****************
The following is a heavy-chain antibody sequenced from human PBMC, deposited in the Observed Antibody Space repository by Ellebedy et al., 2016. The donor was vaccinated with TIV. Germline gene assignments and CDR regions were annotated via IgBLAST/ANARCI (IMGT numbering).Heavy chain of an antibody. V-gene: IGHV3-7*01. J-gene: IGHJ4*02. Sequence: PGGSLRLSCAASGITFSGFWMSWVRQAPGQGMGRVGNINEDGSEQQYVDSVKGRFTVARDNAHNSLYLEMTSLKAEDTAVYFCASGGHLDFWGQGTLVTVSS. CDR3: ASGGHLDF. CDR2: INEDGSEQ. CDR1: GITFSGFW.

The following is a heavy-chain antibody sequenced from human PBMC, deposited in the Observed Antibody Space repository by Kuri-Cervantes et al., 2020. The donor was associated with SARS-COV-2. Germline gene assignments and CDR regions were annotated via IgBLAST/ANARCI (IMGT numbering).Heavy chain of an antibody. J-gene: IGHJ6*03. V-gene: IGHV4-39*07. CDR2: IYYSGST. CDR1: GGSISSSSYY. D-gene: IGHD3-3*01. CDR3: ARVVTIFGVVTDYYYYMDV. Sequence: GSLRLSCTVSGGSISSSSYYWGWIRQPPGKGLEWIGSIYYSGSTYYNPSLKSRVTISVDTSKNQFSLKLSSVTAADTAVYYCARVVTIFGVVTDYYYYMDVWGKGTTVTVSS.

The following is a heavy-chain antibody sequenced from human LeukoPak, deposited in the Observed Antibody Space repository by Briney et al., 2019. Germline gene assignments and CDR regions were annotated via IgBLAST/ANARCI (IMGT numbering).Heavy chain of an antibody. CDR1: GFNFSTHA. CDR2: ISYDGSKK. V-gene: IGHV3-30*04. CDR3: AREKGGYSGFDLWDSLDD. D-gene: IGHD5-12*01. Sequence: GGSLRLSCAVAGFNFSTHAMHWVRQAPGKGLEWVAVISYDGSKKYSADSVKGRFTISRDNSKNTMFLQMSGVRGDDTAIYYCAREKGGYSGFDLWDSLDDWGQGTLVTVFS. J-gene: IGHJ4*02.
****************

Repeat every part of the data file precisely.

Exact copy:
The following is a heavy-chain antibody sequenced from human PBMC, deposited in the Observed Antibody Space repository by Ellebedy et al., 2016. The donor was vaccinated with TIV. Germline gene assignments and CDR regions were annotated via IgBLAST/ANARCI (IMGT numbering).Heavy chain of an antibody. V-gene: IGHV3-7*01. J-gene: IGHJ4*02. Sequence: PGGSLRLSCAASGITFSGFWMSWVRQAPGQGMGRVGNINEDGSEQQYVDSVKGRFTVARDNAHNSLYLEMTSLKAEDTAVYFCASGGHLDFWGQGTLVTVSS. CDR3: ASGGHLDF. CDR2: INEDGSEQ. CDR1: GITFSGFW.

The following is a heavy-chain antibody sequenced from human PBMC, deposited in the Observed Antibody Space repository by Kuri-Cervantes et al., 2020. The donor was associated with SARS-COV-2. Germline gene assignments and CDR regions were annotated via IgBLAST/ANARCI (IMGT numbering).Heavy chain of an antibody. J-gene: IGHJ6*03. V-gene: IGHV4-39*07. CDR2: IYYSGST. CDR1: GGSISSSSYY. D-gene: IGHD3-3*01. CDR3: ARVVTIFGVVTDYYYYMDV. Sequence: GSLRLSCTVSGGSISSSSYYWGWIRQPPGKGLEWIGSIYYSGSTYYNPSLKSRVTISVDTSKNQFSLKLSSVTAADTAVYYCARVVTIFGVVTDYYYYMDVWGKGTTVTVSS.

The following is a heavy-chain antibody sequenced from human LeukoPak, deposited in the Observed Antibody Space repository by Briney et al., 2019. Germline gene assignments and CDR regions were annotated via IgBLAST/ANARCI (IMGT numbering).Heavy chain of an antibody. CDR1: GFNFSTHA. CDR2: ISYDGSKK. V-gene: IGHV3-30*04. CDR3: AREKGGYSGFDLWDSLDD. D-gene: IGHD5-12*01. Sequence: GGSLRLSCAVAGFNFSTHAMHWVRQAPGKGLEWVAVISYDGSKKYSADSVKGRFTISRDNSKNTMFLQMSGVRGDDTAIYYCAREKGGYSGFDLWDSLDDWGQGTLVTVFS. J-gene: IGHJ4*02.